The other regiment with a soldier called Yarmouth was the 23rd US Colored Infantry. This regiment was also in Petersburg and at the time of the big mine explosion.

So it was possible that the Yarmouth in this regiment was the Yarmouth on the list of "captured Negroes" listed in the Richmond Dispatch.

I decided to look at the Military Service records of the US Colored Troops and opened the images on Fold 3.

I had no idea which surname Yarmouth of the 23rd US Colored Infantry may have had, so I then made a very broad search for a soldier with only the name of Yarmouth.

Only one soldier appeared and his name was Yarmouth Cartwright.

So Yarmouth Cartwright served in Company A of the 23rd US Colored Infantry, By clicking on the image to go the service record I saw the following:

From this image I learned that this soldier Yarmouth was taken prisoner in early July of 1864.

From this image I learned that this was the man!! 

Yarmouth Cartwright was taken prisoner after being captured at Petersburg! So the man called Yarmouth, "slave of Alexander Kilga", was most likely Yarmouth Cartwright, a man who was a soldier, fighting for his own freedom!

I then wondered more about this man, did he survive being imprisoned? This was only a few weeks after the terrible massacre at Ft. Pillow, the battle in which Confederate soldiers vowed to give no Negro quarter. So, did this man survive the treatment as a prisoner, which was most likely not to have been kind for his very humanity was not even recognized by the enemy.

The answer was in the service record itself. The image above indicates that the soldier did return to duty! And the following image shows that he followed the regiment when they were sent to Texas and he was mustered out in Brazos Santiago, Texas in November.

After looking at the record on Fold3 and locating the service record of Yarmouth Cartwright, I was pleased to see that he lived through imprisonment and was not killed by those who were holding him prisoner. I had hoped that he would have lived to have enjoyed his hard earned freedom, and would have been able to marry and have a family.

A search on Ancestry provided the information that I sought. In 1870, he went had returned to Montgomery County Maryland, and was found living with a wife Mary, and three young children, Jesse, Joseph, and Samuel. He was free and was with his family.

Source Citation: Year: 1870; Census Place: District 4, Montgomery, Maryland; Roll: M593_591; Page: 475A; Image: 511; Family History Library Film: 552090.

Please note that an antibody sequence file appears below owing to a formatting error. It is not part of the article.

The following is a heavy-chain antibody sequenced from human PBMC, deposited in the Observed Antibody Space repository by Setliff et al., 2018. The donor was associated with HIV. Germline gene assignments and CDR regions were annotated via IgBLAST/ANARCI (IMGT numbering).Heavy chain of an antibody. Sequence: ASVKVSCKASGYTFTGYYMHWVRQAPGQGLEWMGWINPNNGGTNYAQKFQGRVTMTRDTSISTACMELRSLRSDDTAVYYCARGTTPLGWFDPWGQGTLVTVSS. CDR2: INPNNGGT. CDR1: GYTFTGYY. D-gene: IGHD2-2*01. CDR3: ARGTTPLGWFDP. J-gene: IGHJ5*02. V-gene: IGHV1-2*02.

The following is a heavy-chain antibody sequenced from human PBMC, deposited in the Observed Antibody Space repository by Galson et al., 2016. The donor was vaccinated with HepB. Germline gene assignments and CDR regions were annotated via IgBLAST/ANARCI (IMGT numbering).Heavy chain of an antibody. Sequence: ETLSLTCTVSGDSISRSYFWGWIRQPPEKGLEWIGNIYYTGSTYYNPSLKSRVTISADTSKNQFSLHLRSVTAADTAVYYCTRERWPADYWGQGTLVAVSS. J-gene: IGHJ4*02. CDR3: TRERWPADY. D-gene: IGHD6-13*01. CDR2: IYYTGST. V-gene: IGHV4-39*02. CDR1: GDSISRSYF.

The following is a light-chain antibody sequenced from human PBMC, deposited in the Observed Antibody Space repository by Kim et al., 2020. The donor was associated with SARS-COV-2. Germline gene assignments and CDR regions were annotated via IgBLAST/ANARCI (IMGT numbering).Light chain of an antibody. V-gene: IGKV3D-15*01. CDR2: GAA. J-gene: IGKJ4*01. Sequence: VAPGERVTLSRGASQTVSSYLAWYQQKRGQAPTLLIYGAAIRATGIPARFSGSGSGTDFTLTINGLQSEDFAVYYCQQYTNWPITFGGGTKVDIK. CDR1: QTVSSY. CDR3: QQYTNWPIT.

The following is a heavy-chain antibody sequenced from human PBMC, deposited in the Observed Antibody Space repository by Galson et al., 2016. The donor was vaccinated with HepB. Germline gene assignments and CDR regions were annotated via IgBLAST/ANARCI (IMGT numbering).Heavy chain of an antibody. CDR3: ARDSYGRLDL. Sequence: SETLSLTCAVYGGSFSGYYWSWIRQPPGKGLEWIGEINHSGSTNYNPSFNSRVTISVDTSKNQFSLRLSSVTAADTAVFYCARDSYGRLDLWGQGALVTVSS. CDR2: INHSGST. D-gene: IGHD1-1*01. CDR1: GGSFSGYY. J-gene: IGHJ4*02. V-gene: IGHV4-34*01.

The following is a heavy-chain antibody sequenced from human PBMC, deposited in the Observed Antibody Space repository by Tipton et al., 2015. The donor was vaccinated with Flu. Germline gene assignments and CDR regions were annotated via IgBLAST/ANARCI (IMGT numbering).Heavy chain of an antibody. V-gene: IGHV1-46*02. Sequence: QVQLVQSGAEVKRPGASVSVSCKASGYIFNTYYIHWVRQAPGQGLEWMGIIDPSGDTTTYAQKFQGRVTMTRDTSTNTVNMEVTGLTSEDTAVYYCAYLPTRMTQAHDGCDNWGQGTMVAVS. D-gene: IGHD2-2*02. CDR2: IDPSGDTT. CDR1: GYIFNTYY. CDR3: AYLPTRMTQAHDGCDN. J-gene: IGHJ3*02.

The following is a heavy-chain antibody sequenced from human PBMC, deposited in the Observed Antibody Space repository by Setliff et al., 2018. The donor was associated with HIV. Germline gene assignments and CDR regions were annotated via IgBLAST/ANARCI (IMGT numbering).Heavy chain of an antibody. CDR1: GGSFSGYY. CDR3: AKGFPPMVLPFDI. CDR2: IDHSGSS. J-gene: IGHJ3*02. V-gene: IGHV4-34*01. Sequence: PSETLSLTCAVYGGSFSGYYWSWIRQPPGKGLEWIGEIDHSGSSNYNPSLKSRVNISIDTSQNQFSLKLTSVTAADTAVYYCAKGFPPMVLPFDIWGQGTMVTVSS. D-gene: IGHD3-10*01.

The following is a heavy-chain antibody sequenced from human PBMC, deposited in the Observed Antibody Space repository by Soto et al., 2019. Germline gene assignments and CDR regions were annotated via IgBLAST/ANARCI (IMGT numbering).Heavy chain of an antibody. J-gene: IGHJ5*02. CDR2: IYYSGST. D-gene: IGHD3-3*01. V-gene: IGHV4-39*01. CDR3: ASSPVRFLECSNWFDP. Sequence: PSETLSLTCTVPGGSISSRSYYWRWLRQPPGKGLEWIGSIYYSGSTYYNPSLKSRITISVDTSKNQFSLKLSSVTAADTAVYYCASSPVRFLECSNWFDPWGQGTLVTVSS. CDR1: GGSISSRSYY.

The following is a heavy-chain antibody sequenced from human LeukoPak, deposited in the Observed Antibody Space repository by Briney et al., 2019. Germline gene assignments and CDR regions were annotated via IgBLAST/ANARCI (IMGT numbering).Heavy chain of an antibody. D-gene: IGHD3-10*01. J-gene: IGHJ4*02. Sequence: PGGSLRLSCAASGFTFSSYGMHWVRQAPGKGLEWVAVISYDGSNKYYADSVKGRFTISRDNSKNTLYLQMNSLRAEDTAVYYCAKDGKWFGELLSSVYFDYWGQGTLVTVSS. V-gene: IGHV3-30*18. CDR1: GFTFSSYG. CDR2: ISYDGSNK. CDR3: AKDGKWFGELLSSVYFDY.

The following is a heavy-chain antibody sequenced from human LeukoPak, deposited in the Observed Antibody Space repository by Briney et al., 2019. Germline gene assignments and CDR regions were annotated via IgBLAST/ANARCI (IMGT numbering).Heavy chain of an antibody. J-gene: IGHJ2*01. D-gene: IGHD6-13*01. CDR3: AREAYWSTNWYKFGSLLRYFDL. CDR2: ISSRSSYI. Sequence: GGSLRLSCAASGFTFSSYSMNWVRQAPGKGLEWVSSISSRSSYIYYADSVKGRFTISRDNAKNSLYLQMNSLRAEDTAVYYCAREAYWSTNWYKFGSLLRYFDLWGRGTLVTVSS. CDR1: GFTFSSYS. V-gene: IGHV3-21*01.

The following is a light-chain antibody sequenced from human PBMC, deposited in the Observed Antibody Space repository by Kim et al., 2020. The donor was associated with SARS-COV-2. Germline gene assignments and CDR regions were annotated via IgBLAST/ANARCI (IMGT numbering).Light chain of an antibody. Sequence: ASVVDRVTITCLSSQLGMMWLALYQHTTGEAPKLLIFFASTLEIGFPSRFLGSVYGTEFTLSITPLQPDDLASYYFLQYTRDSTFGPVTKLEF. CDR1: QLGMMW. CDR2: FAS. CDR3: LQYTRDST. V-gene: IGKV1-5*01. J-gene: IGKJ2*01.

Finding this man living free with wife and family was relieving. He was working as a farm laborer. I looked at others who lived nearby, and the closest neighbor did catch my attention. A woman of means lived close to the Cartwright family. The surname caught my attention. Margaret Kilgour. 

I then remembered that the article in the Richmond Dispatch referred to the soldier as Yarmouth slave of Alexander Kilga. The neighbor in 1870 was Margaret Kilgour. Could "Kilga", have possibly been "Kilgour", and was Margaret most likely the widow of Alexander, the said slave holder?

I wondered what the relationship might have been for this man, now a free man to have remained in the same area living close to the family that had once enslaved him. However, I have seen this occur in other states and in other families that I have researched. Many families returned to the community they knew as home, for they have lived in the area for decades and regardless of who the neighbors were, it was home.

I looked at 1880, and found the family still in Montgomery County, but without Yarmouth. An older Cartwright man was living with Mary and her children, and some additional children were now in the household. And interestingly, they still lived next door to Margaret Kilgour.

In 1890, Mary was found on the 1890 Surviving Widow's Census, in Montgomery County, Maryland.

Source Citation: Year: 1890; Census Place: Potomac, Montgomery, Maryland
Roll: 10; Page: 1; Enumeration District: 139.

My goal was to find the "captured negro" and to find him as a man.

I found Yarmouth the soldier, Yarmouth the man and Yarmouth the free man who survived the war and who lived to taste freedom. His story is a short one with few details, but we was so much more than a slave. He freed himself, enlisted to fight, served honorably and won his freedom. He returned home to live in the small farming community in Montgomery County Maryland. He married, had a family, and the Cartwright family continued to thrive, into the 20th century. I am happy and humbled that I can say his name. Yarmouth Cartwright, survived! May he not be forgotten.